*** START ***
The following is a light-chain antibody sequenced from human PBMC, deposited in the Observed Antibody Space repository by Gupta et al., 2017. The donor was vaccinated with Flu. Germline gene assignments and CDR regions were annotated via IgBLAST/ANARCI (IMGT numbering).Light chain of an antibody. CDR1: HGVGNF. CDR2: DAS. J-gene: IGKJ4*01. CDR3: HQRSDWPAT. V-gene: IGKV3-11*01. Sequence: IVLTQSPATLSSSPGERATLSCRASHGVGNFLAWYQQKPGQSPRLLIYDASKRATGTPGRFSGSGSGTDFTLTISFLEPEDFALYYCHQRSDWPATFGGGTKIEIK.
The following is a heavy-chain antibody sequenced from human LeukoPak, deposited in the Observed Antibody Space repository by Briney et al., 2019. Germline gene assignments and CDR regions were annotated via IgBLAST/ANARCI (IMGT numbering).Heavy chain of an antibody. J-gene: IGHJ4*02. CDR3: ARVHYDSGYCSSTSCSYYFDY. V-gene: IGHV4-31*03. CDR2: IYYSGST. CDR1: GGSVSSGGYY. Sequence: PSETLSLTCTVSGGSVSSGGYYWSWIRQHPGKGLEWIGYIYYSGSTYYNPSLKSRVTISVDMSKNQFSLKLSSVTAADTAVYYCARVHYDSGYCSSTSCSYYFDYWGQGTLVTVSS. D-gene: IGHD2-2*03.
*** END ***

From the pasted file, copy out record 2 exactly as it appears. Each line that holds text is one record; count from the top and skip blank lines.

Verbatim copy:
The following is a heavy-chain antibody sequenced from human LeukoPak, deposited in the Observed Antibody Space repository by Briney et al., 2019. Germline gene assignments and CDR regions were annotated via IgBLAST/ANARCI (IMGT numbering).Heavy chain of an antibody. J-gene: IGHJ4*02. CDR3: ARVHYDSGYCSSTSCSYYFDY. V-gene: IGHV4-31*03. CDR2: IYYSGST. CDR1: GGSVSSGGYY. Sequence: PSETLSLTCTVSGGSVSSGGYYWSWIRQHPGKGLEWIGYIYYSGSTYYNPSLKSRVTISVDMSKNQFSLKLSSVTAADTAVYYCARVHYDSGYCSSTSCSYYFDYWGQGTLVTVSS. D-gene: IGHD2-2*03.